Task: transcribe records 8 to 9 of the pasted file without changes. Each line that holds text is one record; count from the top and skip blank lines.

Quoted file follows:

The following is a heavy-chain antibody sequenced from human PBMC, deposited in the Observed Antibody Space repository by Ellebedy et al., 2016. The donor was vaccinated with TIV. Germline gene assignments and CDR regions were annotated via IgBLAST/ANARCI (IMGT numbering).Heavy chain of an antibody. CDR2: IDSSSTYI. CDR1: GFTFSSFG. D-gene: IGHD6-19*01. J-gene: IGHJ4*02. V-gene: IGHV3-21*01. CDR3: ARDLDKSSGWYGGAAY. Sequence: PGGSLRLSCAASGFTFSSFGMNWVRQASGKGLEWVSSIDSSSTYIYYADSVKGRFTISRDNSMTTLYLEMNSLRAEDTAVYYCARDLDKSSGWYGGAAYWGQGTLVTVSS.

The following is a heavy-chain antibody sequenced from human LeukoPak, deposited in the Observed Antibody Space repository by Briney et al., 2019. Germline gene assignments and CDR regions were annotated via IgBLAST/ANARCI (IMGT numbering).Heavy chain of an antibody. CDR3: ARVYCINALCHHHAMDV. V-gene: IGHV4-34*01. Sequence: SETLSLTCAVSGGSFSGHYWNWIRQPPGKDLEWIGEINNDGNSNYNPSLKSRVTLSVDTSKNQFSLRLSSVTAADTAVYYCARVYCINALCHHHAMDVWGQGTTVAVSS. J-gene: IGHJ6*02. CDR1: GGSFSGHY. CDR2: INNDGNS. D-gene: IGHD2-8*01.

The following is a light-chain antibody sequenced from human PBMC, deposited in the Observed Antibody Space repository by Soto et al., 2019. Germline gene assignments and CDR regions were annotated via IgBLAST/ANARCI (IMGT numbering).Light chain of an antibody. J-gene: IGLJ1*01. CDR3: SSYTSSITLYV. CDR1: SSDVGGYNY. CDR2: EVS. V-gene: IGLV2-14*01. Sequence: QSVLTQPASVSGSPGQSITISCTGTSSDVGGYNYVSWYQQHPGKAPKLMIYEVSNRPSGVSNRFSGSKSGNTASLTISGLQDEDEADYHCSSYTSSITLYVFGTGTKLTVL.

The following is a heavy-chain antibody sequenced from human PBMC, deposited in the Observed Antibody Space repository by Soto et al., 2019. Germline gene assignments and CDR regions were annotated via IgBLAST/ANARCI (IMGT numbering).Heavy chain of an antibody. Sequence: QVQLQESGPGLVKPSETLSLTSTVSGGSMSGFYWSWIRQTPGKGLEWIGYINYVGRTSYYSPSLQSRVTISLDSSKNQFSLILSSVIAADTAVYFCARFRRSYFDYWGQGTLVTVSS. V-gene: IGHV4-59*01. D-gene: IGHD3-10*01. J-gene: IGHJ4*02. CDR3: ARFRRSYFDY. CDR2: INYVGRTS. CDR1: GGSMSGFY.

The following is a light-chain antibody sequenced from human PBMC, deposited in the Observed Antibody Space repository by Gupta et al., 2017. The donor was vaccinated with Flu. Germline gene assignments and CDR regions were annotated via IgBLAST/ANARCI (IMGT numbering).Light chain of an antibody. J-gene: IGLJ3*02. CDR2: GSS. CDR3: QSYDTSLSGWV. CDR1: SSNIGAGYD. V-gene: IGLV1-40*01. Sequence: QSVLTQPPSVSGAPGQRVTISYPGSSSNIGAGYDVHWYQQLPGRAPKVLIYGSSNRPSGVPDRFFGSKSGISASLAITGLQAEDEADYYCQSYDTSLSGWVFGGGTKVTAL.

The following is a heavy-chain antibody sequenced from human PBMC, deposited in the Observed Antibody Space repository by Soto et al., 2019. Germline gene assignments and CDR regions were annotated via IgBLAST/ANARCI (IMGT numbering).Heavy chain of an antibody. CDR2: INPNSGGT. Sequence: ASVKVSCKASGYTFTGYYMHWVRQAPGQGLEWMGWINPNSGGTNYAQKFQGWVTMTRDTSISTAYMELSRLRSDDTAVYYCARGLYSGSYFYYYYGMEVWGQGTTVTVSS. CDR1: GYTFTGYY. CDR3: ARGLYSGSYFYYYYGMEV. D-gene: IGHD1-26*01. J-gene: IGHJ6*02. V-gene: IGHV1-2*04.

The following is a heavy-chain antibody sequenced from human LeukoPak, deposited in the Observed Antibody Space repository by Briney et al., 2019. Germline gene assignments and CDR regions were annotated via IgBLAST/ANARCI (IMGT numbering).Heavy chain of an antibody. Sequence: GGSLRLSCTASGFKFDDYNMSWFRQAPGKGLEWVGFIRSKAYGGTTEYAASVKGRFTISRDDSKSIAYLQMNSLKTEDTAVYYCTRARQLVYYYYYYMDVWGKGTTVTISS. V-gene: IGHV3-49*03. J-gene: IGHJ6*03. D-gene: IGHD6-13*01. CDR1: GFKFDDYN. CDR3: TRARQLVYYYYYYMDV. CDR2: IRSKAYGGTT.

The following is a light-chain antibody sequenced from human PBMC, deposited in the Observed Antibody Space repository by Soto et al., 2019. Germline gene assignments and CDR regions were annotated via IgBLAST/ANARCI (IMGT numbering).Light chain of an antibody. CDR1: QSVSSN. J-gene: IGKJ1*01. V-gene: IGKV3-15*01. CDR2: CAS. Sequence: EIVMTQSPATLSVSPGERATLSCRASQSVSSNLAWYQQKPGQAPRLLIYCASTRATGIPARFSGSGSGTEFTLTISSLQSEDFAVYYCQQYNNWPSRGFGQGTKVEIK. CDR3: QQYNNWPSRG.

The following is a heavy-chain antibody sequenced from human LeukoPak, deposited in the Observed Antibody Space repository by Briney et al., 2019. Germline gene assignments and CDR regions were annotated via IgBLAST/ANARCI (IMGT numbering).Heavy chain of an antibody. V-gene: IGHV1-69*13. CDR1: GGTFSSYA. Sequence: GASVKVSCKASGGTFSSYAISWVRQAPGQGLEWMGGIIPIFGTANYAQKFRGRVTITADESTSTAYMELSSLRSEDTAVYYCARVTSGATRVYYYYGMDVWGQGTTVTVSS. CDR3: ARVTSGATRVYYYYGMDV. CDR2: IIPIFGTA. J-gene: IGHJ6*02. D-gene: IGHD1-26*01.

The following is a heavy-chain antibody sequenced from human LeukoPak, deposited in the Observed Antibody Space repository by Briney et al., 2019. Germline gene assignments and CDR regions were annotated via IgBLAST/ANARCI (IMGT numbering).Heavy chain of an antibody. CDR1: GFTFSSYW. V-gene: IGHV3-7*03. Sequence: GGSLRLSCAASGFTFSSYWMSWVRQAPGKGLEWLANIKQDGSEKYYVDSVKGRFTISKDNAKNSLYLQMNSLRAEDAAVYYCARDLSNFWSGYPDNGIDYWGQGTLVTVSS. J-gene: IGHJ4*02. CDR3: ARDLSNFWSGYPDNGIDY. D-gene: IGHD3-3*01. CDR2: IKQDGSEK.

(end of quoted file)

The following is a light-chain antibody sequenced from human PBMC, deposited in the Observed Antibody Space repository by Soto et al., 2019. Germline gene assignments and CDR regions were annotated via IgBLAST/ANARCI (IMGT numbering).Light chain of an antibody. CDR1: QSVSSN. J-gene: IGKJ1*01. V-gene: IGKV3-15*01. CDR2: CAS. Sequence: EIVMTQSPATLSVSPGERATLSCRASQSVSSNLAWYQQKPGQAPRLLIYCASTRATGIPARFSGSGSGTEFTLTISSLQSEDFAVYYCQQYNNWPSRGFGQGTKVEIK. CDR3: QQYNNWPSRG.

The following is a heavy-chain antibody sequenced from human LeukoPak, deposited in the Observed Antibody Space repository by Briney et al., 2019. Germline gene assignments and CDR regions were annotated via IgBLAST/ANARCI (IMGT numbering).Heavy chain of an antibody. V-gene: IGHV1-69*13. CDR1: GGTFSSYA. Sequence: GASVKVSCKASGGTFSSYAISWVRQAPGQGLEWMGGIIPIFGTANYAQKFRGRVTITADESTSTAYMELSSLRSEDTAVYYCARVTSGATRVYYYYGMDVWGQGTTVTVSS. CDR3: ARVTSGATRVYYYYGMDV. CDR2: IIPIFGTA. J-gene: IGHJ6*02. D-gene: IGHD1-26*01.